If the desert is not what I expected, neither is the “camp”. It opened in August and consists of a cluster of tent-like structures that shelter what looks like a Milanese boutique hotel. The floors are polished concrete, the chairs are the kind you see featured in Wallpaper magazine, and the soft furnishings have an edge of Mayfair luxe: cool, minimalist, expensive. Lawrence says that the traditional safari-lodge look – think thatch and wooden decking – just wouldn’t work here. It’s too harsh, too extreme. “There’s the fog and the salt and the wind and the heat, they’d last minutes in this environment.”

But the camp’s real attraction is its location: right on the edge of the Skeleton Coast national park, a heavily protected area off-limits to all vehicles. Apart from ours; Hoanib’s lease includes traversing rights to the coast via the Hoanib river system. And traversing it – as we do the next morning – is an incredible journey. We are the only vehicle for miles in any direction and there is just enough uncertainty about the route to make it exciting. In places, there’s only a single set of tyre tracks marking the route and Charles, the guide, is cheerfully upbeat about how difficult it is to spot and how easy it is to get lost down here. Or stuck in the sand. Or charged, as a Swiss couple were the day before, by a young bull elephant.

We set off – with Swantje and Jochen, a German couple who live in London – in the predawn fog, the life-giving fog that sustains the trees and plants, disturbing great herds of springbok and fluttering cape sparrows and, in a moment of high drama, that almost passes me by, a caracal. “A what?” I say. “Just take a photo! Take a photo!” says Charles. It looks like an over-large domestic cat with pointed ears and wanders nonchalantly around our Toyota Land Cruiser sniffing the air. Charles is almost palpitating when it finally takes its leave. It’s one of the rarest of all the big cats and only the third he has ever seen.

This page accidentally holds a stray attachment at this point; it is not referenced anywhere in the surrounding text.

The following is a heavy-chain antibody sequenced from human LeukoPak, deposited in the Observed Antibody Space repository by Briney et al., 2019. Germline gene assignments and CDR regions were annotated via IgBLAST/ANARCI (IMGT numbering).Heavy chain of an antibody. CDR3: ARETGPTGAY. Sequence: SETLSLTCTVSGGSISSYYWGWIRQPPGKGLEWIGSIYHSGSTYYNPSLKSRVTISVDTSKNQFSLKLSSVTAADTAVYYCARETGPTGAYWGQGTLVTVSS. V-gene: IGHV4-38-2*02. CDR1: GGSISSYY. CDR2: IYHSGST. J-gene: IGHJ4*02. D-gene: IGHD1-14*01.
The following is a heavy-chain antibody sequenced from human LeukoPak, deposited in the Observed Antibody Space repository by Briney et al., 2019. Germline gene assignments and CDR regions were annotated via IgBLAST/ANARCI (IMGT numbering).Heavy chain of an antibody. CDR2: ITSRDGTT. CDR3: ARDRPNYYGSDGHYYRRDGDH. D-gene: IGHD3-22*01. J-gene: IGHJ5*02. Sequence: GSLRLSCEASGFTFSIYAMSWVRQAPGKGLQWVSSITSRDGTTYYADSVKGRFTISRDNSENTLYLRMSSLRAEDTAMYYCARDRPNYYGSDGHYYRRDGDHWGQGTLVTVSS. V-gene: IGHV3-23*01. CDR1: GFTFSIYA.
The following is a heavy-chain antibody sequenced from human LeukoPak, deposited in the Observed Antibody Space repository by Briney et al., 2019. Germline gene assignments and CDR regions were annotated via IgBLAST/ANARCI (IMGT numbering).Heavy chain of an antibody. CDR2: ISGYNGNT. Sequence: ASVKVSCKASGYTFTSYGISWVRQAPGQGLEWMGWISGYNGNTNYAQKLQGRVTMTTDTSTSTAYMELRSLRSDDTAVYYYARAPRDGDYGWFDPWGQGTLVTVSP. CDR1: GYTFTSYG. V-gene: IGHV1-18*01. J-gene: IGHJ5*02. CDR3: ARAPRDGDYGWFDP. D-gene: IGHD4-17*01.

A caracal
A caracal

The lions have moved on, however. The next day I meet Flip Stander, a Namibian with a PhD in biology from Cambridge, who has dedicated his life to the desert lions, living in a satellite-equipped van in which he tracks them (and from which he runs daily updates to his website, desertlion.info). He tells me how lions on the plains have a range of around 100km-150km. “Whereas here, it’s an order of magnitude of difference. Their home ranges are 12,000km or more.” They are so adapted to the desert that they can go days without water. “And they’re so strong!” he says. “So athletic!”

But then, everything in the desert is different. Everything is tougher and stronger and stranger. Where the Hoanib river’s path to the sea is blocked by dunes, lies a vast green basin of dense vegetation in the middle of which stands a lone giraffe playing the world’s worst game of hide and seek. It’s visible from about a mile away and when we pass, it gives us a doleful stare. “It looks lonely,” I say to Charles. “In the desert,” he says. “All the animals are alone.”

Even the human ones. I sit on a seat on top of the vehicle with Swantje when we emerge in the dunes and Charles drives to the top of one, to a terrifying, precipitous drop. “Charles!” I shout down. “I’ve changed my . . . ” And then he turns off the engine and several tonnes of Japanese engineering and us slide down the sand accompanied by the roar of what sounds like a jet engine. It’s that strange desert phenomenon: a roaring dune.

Swantje sensibly retreats to the inside of the vehicle but I remain on top and ride along in stately isolation as the sand turns to gravel and rocks and the “road” – a single vehicle track – disappears. Beyond is the ocean, the sky a bruised dark blue, stippled by clouds, and a cold salty wind, whipped up the sea, roars on to land. There is mile after mile of nothingness and a strange hot/coldness to the air, it’s a border zone where the heat of the desert meets the cold of the ocean – the Benguela current that sweeps up this side of Africa – and I am buffeted by wind, and salt and sun. By the time we arrive at a place called Möwe Bay, I suspect I have aged by at least 100 years, if not more.